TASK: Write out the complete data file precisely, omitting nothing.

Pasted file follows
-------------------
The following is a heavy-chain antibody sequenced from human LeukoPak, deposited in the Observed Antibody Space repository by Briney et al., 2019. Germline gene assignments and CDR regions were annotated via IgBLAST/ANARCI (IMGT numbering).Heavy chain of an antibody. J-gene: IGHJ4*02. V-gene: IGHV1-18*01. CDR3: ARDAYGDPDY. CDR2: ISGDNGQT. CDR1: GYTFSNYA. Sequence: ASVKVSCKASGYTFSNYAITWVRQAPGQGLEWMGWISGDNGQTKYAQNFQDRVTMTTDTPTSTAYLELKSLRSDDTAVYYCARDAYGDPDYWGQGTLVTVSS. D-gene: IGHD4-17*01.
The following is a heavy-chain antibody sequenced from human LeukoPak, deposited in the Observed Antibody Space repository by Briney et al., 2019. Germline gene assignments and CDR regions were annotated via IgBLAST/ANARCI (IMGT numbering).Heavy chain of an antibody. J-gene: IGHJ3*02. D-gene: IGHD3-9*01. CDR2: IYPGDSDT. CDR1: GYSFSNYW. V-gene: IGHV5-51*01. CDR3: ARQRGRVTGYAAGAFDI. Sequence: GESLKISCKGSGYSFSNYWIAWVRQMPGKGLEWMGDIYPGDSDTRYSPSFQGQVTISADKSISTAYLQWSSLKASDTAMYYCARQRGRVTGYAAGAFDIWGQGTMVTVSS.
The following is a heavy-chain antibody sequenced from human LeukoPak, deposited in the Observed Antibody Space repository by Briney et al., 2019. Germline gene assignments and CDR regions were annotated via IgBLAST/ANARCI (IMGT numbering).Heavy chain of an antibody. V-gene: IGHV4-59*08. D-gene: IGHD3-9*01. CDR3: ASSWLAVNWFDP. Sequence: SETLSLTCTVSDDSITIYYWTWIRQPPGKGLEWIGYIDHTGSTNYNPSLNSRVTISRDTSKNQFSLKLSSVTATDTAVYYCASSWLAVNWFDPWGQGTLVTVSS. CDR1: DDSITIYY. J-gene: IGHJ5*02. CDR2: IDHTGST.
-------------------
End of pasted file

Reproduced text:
The following is a heavy-chain antibody sequenced from human LeukoPak, deposited in the Observed Antibody Space repository by Briney et al., 2019. Germline gene assignments and CDR regions were annotated via IgBLAST/ANARCI (IMGT numbering).Heavy chain of an antibody. J-gene: IGHJ4*02. V-gene: IGHV1-18*01. CDR3: ARDAYGDPDY. CDR2: ISGDNGQT. CDR1: GYTFSNYA. Sequence: ASVKVSCKASGYTFSNYAITWVRQAPGQGLEWMGWISGDNGQTKYAQNFQDRVTMTTDTPTSTAYLELKSLRSDDTAVYYCARDAYGDPDYWGQGTLVTVSS. D-gene: IGHD4-17*01.
The following is a heavy-chain antibody sequenced from human LeukoPak, deposited in the Observed Antibody Space repository by Briney et al., 2019. Germline gene assignments and CDR regions were annotated via IgBLAST/ANARCI (IMGT numbering).Heavy chain of an antibody. J-gene: IGHJ3*02. D-gene: IGHD3-9*01. CDR2: IYPGDSDT. CDR1: GYSFSNYW. V-gene: IGHV5-51*01. CDR3: ARQRGRVTGYAAGAFDI. Sequence: GESLKISCKGSGYSFSNYWIAWVRQMPGKGLEWMGDIYPGDSDTRYSPSFQGQVTISADKSISTAYLQWSSLKASDTAMYYCARQRGRVTGYAAGAFDIWGQGTMVTVSS.
The following is a heavy-chain antibody sequenced from human LeukoPak, deposited in the Observed Antibody Space repository by Briney et al., 2019. Germline gene assignments and CDR regions were annotated via IgBLAST/ANARCI (IMGT numbering).Heavy chain of an antibody. V-gene: IGHV4-59*08. D-gene: IGHD3-9*01. CDR3: ASSWLAVNWFDP. Sequence: SETLSLTCTVSDDSITIYYWTWIRQPPGKGLEWIGYIDHTGSTNYNPSLNSRVTISRDTSKNQFSLKLSSVTATDTAVYYCASSWLAVNWFDPWGQGTLVTVSS. CDR1: DDSITIYY. J-gene: IGHJ5*02. CDR2: IDHTGST.